SURPRISE, Ariz. -- The Rangers have a new third baseman in Asdrúbal Cabrera, and all everyone wants to know is how he feels about replacing Adrian Beltre.
There is more to him than that. Here are seven cool tidbits about Cabrera:
Cabrera was 3 years old when he started out as a switch-hitter in Venezuela.
“Yep. I mean, my mom said when I started playing around by myself, I was swinging from both sides,” Cabrera said. “I don’t remember it, but right now, there is nothing better than being a switch-hitter. You have more chances to play every day.
When Cabrera was 15 years old, he quit school to focus on being a professional baseball player. He told his father that if he didn’t sign with a team within a year, he would give up his dream and go back to school.
“There was a day when I came home from practice and I told my dad that I want to play baseball and he gave me the opportunity,” Cabrera said. “Everything happens in the moment. I was not sure if somebody was going to come watch me in Venezuela, but they did.”
Cabrera signed with the Mariners on Aug. 26, 2002, at age 16.
In 2007, when he was in the Indians farm system, Cabrera’s wife, Lismar, gave him a white beaded necklace to wear. She said it would bring him luck, and he was promoted to the Indians in August.
“I have it at home,” Cabrera said. “I am not using it anymore. My wife made that necklace. She told me that necklace was going to be my good luck for the year. It really was a good-luck charm. She was the one who told me I was going to play in the big leagues that year.”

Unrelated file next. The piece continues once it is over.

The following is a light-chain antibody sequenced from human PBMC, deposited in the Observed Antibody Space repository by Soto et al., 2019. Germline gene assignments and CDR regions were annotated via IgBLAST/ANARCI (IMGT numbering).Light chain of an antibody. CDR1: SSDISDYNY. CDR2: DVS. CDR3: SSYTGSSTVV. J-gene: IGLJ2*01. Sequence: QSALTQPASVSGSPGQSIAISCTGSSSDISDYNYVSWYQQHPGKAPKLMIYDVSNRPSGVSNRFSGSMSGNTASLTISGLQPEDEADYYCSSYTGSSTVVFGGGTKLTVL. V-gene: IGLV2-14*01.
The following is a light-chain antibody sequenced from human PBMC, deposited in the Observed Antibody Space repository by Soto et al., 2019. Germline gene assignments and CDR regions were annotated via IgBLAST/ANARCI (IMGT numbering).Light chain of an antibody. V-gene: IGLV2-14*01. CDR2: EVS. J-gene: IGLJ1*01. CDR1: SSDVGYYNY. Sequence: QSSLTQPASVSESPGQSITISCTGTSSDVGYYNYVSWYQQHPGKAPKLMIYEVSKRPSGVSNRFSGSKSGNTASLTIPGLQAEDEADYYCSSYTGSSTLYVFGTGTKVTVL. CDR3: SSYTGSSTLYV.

On May 12, 2008, Cabrera recorded an unassisted triple play while playing second base for the Indians against the Blue Jays.
“All I remember is I made three outs,” Cabrera said. “It was fun. I threw the ball to the fans. It happened quickly. The game has been around a long time -- I didn’t know not many guys had made an unassisted triple play. That moment, I wasn’t thinking about it. I just threw the ball to the fans.”
Cabrera has been traded twice near the July 31 non-waiver Trade Deadline. The first was in 2014 (from the Indians to the Nationals) and then last year (from the Mets to the Phillies).
“My first time was a little hard,” Cabrera said. “I had played for Cleveland seven seasons. It was more hard for my son than me. He was born in Cleveland, and he spent all that time with me. When I got traded, he was the one who started crying. He said he didn’t want to go anywhere. He always came to the ballpark with me.”
Cabrera has five walk-off home runs, including one for the Indians against the Royals off new teammate Jesse Chavez. He had an epic bat flip after an 11th-inning walk-off home run for the Mets against the Phillies on Sept. 22, 2016.
“I’m just going there and trying to do my job,” Cabrera said. “I don’t know if it’s luck or somebody blessed me. … It’s just another win.”
He was known as Baby Omar with the Indians after being acquired from the Mariners in 2006.
“Really cool,” said Cabrera, a fan of Omar Vizquel. “He was the guy when I was growing up. He was the big infield star from Venezuela. Every infielder was looking to be like him. As soon I got traded from Seattle to Cleveland, they gave me the No. 13 for shortstop. It was kind of special. I didn’t ask for it; they gave it to me.”